Fasted Cardio is one of the best ways to shift the body into fat burning mode, and achieve unprecedented levels of leanness. Fasted cardio, i.e. aerobic exercise performed first thing in the

Fasted Cardio:

Fasted Cardio is aerobic exercise performed first thing in the morning

morning, helps to burn extra fatty acids because your carbohydrate stores are low.

Unfortunately, this also means that your body will be in a Catabolic State. It will start to harvest hard earned muscle to supply the body with energy.

Feasting on additional BCAAs during this type of cardio will help preserve your muscle mass, and can even increase energy expenditure The longer and more

intense your workouts are, the more important it becomes to take a BCAA supplement. This will allow you to preserve muscle glycogen, and exert all-out intensity on every set and rep. BCAAs make the perfect training partners, giving a spot to your energy and intensity levels.

Catabolic State:

Catabolic State is unfavorable state in the body that leads to more fat and less muscle, can be overcome by BCAAs

Taking additional BCAAs during this type of cardio will help preserve your muscle mass, and can even increase energy expenditure.

How Should I Take My BCAAs?

Studies have shown that to get the most out of a BCAA supplement, the best ratio is a 2:1:1. The breakdown looks like this:

  • 2- Leucine
  • 1- Isoleucine
  • 1-Valine

The majority of BCAA supplements will have these amounts listed somewhere on the container.

A 2:1:1 ratio means that a 10 gram dose of BCAA should include 5grams of leucine, 2.5 grams of isoleucine, and 2.5 grams of valine.

Start off by taking 5-10 grams pre and post workout. As your training volume increases, feel free to add another 5-10 grams during the workout to help with muscle fatigue.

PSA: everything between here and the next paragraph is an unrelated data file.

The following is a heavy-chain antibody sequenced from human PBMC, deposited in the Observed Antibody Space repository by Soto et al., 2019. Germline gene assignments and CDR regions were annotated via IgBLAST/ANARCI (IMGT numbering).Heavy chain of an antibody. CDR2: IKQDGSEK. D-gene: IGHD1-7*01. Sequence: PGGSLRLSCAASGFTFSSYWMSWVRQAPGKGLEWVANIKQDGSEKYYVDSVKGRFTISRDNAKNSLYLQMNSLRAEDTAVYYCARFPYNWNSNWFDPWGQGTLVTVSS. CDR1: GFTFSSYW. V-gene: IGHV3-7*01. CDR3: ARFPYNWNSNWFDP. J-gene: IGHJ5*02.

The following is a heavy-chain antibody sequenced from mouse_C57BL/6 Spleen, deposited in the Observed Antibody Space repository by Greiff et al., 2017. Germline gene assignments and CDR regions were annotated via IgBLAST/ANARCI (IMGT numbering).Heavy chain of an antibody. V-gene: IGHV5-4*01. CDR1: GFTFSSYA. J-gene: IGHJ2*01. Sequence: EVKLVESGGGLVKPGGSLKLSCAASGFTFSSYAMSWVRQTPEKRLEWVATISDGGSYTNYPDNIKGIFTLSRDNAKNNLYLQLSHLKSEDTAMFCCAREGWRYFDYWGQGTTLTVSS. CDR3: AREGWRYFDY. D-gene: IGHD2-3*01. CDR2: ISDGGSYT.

Is It Possible To Take Too Much?

Just like anything else you don’t want to overdo it with BCAA supplementation. 10-15 grams is fine to take all at once. Anything in the neighborhood of 30 grams and beyond is definitely overkill.

BCAA supplements are completely safe, and there are no side effects to be worried about. Just make sure that you buy from a reputable supplier. Some companies use unsafe or low quality raw ingredients in order to sell their products at a lower price.

Conclusion

BCAA Supplements are here to stay. They are being added to protein powders, NO supplements, intra-workout and post-workout supplements, vitamin waters and more. There is tons of research still being done on BCAAs and their applications to muscle growth, fat loss, recovery and sports performance. As a community we are uncovering the tip of the BCAA iceberg. In time BCAAs may just prove to be the most valuable supplement that you can add to your supplement regimen.

References:

  • Gibala, Martin J. Regulation of Skeletal Muscle Amino Acid Metabolism During Exercise IJSNEM Volume 11, Issue 1 March
  • Goldberg, A., The Regulation and Significance of Amino Acid Metabolism in Skeletal Muscle, Fed. Proc.: 37, 2301, 1978.
  • William, Alun. Metabolic Effects of Ingestion of L-Amino Acids and Whole Protein. Journal of Nutritional Medicine, vol. 4, pp. 311-319, 1994).